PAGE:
Fair discussion about controlled hunting within national park boundaries would change hunters’ resistance quickly

By on December 24, 2013

Dear Editor:

The South Okanagan-Similkameen national park debate has been and continues to be a divisive issue.

Most advocates list the advantages indicating all will benefit and suggest it is a win-win situation for everyone.

They don’t understand the reluctance from some excluded stakeholders, such as hunters, who pursue their passion in the outdoors.

Many claim the moral high ground and view hunters as environmental pigs.

Nothing could be further from the truth.

Hunters understand, better than most, that wilderness and wildlife must be protected.

They spend many of their leisure hours there with reverence and thanksgiving. Is it any wonder the hunters are resentful when their lifestyle is threatened by a national park?

If a fair and rational discussion could be arranged with Parks Canada about controlled hunting within park boundaries the resistance by hunters would change very quickly.

The B.C. Wildlife Federation and its member clubs are constantly involved in many environmental projects.

Another group of hunters formed Ducks Unlimited in 1937.

They have done more to protect and reclaim endangered wetlands for birds and waterfowl than anyone.

One of their important projects was completed this year in the old river oxbows just north of Osoyoos Lake.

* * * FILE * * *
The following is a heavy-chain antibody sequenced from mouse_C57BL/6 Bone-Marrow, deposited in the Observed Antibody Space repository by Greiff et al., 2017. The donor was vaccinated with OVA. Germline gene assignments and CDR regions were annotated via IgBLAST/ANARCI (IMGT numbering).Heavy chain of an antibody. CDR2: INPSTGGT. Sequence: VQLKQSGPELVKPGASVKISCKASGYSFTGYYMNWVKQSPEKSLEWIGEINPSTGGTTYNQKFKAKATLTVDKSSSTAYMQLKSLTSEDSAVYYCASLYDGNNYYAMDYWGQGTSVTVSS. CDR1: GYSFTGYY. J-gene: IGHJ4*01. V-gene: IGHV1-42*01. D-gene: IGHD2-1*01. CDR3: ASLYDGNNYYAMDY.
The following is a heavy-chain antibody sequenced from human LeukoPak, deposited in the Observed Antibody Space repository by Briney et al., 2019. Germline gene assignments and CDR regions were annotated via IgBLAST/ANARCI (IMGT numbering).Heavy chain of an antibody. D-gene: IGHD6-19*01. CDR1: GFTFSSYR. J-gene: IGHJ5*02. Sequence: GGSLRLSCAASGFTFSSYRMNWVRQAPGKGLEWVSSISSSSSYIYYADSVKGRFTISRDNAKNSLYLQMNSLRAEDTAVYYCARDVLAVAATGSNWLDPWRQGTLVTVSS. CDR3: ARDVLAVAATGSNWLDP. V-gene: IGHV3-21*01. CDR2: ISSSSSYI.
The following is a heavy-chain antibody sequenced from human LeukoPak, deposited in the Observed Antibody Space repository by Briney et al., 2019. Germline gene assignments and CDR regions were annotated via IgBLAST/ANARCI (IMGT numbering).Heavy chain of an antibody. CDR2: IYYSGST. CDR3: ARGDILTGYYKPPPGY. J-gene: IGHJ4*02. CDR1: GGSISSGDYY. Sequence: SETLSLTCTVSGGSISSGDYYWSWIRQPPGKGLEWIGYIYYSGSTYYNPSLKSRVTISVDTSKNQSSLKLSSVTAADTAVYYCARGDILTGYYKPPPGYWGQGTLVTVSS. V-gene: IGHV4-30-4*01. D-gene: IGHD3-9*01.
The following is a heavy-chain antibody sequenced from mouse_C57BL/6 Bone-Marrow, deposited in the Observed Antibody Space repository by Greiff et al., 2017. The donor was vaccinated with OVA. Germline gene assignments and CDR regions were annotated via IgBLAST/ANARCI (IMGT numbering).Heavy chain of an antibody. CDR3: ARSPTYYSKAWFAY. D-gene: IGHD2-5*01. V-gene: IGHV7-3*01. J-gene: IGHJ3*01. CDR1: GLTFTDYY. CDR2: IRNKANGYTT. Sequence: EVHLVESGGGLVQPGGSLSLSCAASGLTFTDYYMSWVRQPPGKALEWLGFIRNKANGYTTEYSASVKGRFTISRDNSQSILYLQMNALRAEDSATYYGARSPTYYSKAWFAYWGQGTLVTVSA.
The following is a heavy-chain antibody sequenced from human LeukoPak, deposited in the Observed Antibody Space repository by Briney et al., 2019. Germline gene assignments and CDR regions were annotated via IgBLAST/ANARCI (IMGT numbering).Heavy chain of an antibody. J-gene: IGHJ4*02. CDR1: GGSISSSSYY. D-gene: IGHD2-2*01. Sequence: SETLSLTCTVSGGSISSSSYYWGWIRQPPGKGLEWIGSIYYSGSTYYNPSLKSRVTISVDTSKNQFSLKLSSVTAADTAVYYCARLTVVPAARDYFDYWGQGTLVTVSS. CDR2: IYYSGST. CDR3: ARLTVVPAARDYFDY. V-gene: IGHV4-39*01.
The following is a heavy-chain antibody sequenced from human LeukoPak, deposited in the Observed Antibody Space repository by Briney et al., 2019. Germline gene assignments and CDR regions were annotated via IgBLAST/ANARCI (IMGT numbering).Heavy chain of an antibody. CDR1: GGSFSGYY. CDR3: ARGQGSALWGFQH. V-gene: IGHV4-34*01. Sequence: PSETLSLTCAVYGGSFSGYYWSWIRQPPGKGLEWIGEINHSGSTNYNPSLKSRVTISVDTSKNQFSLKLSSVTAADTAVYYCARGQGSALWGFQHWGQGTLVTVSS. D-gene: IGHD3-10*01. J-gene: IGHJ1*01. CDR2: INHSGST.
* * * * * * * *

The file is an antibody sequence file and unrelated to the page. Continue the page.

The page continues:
Hunters do care when they are not included.

If Parks Canada had a more inclusive attitude about hunting in all national parks they may be surprised by the enthusiastic support from knowledgeable sportsmen.

Non-hunters will be suspicious and suspect the parks could become a killing zone if hunting were allowed.

That would not happen if a progressive business model were developed with harvest limits designed to enhance the wildlife and their environment.

I would like to think we can trust each other and make the parks work for everyone.

Thank you for allowing me to voice my opinion on this very important issue.

Aubrey G. White

President

Osoyoos Wildlife Federation

 

One Comment

  1. John

    December 30, 2013 at 10:40 am

    I agree. For example: There is a serious over population of deer on some of the islands where there are no natural predators, within the gulf island parks. Predation is natures way of keeping the population under control, and improve the health of the herds.

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